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Ready to get started with professional certification? Attend the Digital Marketing Boot Camp at the 2017 AMA Annual Conference happening September 11-13 in Las Vegas. You’ll leave equipped with the knowledge you need to take the free AMA Professional Certified Marketer, Digital Marketing exam that’s included with your boot camp registration. Learn more by clicking here.

 “Fundamentally, the certification helps me to show that I am current with industry best practice,” he says. “I have appended it to my e-mail signature and put it on my social media profiles, which has also generated a lot of comment and discussion from my connections and colleagues. It also hangs proudly on the wall in my office.”

Bartone says the AMA found that its members are seeking independence in the way they gain certification. The digital marketing certification exam takes about two hours and has 120 questions with an optional break about halfway through. The questions are multiple choice and true or false, with questions covering metrics and conversions, SEO, content marketing, social, community and more. The AMA served as a curator, pulling together the most recent, relevant information with its partners, with questions to be updated as the industry itself changes.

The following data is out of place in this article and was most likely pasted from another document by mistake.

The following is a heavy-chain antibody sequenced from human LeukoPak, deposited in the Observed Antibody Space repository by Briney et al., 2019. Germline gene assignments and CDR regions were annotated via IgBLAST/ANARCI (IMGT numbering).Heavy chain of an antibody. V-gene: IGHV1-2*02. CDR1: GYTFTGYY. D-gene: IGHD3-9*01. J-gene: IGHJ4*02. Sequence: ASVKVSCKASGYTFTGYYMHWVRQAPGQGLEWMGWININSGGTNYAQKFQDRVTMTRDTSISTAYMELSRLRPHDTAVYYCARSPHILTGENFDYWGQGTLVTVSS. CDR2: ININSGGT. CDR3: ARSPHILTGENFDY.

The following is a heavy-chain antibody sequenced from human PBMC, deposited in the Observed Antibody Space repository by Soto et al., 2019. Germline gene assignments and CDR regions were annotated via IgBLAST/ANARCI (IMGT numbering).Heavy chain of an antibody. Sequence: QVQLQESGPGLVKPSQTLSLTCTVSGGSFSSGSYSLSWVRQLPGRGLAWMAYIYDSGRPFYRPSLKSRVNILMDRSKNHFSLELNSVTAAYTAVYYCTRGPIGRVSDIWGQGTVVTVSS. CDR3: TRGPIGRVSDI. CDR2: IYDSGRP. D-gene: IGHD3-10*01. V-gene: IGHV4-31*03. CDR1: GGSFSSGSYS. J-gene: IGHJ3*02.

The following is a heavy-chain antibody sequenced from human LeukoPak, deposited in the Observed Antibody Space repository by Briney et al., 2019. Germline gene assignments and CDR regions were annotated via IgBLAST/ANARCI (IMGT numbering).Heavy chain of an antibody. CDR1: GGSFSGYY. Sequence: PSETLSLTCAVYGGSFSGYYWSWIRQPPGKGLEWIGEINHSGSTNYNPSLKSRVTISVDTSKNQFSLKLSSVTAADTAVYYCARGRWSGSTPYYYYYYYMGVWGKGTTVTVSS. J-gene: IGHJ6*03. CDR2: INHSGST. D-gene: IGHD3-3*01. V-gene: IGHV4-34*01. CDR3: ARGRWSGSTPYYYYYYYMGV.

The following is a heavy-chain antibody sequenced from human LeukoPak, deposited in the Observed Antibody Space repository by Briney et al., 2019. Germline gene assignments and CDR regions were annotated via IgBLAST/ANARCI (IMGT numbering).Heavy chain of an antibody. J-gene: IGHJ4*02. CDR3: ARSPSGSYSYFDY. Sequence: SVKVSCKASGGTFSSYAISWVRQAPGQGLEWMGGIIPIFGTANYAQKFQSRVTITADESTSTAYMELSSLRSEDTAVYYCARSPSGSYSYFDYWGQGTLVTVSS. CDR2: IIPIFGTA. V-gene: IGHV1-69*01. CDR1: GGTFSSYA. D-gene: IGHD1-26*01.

“When the trends in digital marketing change, the AMA’s digital marketing exam can respond in real time,” Bartone says.

The AMA partnered with LinkedIn Learning to design a learning path for the exam, using LinkedIn’s videos on various digital marketing topics that were recommended by a committee of marketing experts. Those looking to take the exam can use the 40-plus videos to study, but there is no obligation to watch. For instance, if a test-taker needs only to brush up on SEO, they can focus on just those videos.

“As someone who has been in education and online learning for a number of years, I really felt that the content was well-presented, current and designed to help me pass the exam,” Trevor says of the LinkedIn Learning videos.